It doesn't feel like there's enough of anything in my life right now - not enough time, not enough energy, not enough money, nor enough sleep. I feel like I can't possibly spend enough time with my kids, and yet there's so much more to be done. Dishes are a necessity and, when you find yourself trying not to swear in front of the children for the fourth time in an hour because you stepped on something pointy or yucky, vacuuming is, too.

And all of that is before the necessities of my own soul: the words I have to write because doing so helps keep order in my mind, the few minutes of quiet that I must have because I don't function well when my brain is always abuzz, the exercise that often feels like a waste of time but that keeps me positive and healthy and so much more whole.

People tell me I'm doing a lot, and I can see how that would look true, but I feel like I'm just treading water. Not drowning, not racing, just staying afloat. And I don't always know if I'm even going to do that.

Sometimes, it's that day in third grade all over again. I fling myself into life and just hope, hope, hope that I can do enough to keep us all sane. As I do this over and over and over again, though, I'm coming to trust the process, and not just what my eyes can see. When I look out over everything, it's too much. But when I narrow my focus and look at the next thing, then the next and the next and the next, I get through what needs to be done.

I'm coming to see the gift of a day, of 24 hours. It's not enough time to do everything, but it's plenty for the things that matter most, the ones I'm actually called to.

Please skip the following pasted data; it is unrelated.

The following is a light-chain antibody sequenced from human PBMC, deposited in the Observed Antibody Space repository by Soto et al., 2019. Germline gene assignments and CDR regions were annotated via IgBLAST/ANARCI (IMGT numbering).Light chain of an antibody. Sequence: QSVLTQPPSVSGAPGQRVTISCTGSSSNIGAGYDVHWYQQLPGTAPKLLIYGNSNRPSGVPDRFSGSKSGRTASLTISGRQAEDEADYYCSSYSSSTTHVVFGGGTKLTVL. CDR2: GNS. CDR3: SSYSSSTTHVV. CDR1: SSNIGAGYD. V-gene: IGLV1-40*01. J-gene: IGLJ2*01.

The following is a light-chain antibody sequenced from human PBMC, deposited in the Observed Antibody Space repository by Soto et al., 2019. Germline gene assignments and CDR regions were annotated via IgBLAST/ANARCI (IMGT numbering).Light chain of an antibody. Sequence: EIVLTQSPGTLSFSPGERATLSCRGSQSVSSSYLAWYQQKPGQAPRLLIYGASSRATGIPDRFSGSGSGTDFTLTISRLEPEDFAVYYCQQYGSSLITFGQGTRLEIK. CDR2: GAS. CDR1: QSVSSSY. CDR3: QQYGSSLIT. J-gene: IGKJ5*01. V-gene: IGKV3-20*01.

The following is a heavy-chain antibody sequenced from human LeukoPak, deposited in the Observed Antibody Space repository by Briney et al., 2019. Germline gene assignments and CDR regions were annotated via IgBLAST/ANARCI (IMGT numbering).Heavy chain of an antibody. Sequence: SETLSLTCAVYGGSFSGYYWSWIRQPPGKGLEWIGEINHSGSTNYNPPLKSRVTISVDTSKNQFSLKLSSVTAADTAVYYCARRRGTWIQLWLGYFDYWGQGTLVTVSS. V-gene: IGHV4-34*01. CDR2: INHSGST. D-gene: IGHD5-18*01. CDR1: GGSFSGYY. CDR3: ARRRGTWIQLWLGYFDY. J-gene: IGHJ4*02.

There is enough time, when I don't cram in things that aren't mine to do.

There is enough rest, when I take the opportunities for it when they come.

There is enough energy, when I choose carefully how I'll spend it.

I've been given enough of everything, but it takes faith to believe that's true when it seems so false.

06 April 2012

Light . . .

What brings light? That's essentially the question I've been asking myself in these long months since baby boy was born. What brings light? To me, to my children, to my family, to those around me.

I find different answers than what I'd expected.

Light comes when I offer my kids what I have, what I'm strong in and good at, and offer God the rest. I'm good at reading stories, talking about feelings, holding kiddos close, explaining things in ways they can understand and helping them pretend. I'm not so good at arranging play dates, getting us out of the house, and always being gentle. And that's ok, because God holds us all, and I will never be more than human.

Light comes when I walk away from the shoulds to pursue the things that give me life. I don't cook and clean much these days, but I play with kids, teach my classes, take some quiet time, and write.

Light comes when I put words to page, even when they're scattered and few and I don't know if they mean what I want them to mean.

Light comes when I work my body hard, when I don't shove personal wellness to the bottom of my to-do list because everyone else has needs I want to meet.


I'm breaking my silence here to join The Gypsy Mama for Five Minute Friday. Today's prompt is "light".

09 February 2012

Jumbled Thoughts on This Tightrope Life

Finally, a spare moment to write, and she starts talking over the monitor. I wonder if she'll last until I can marshall some order to these words, and if it's fair to ask her to.

***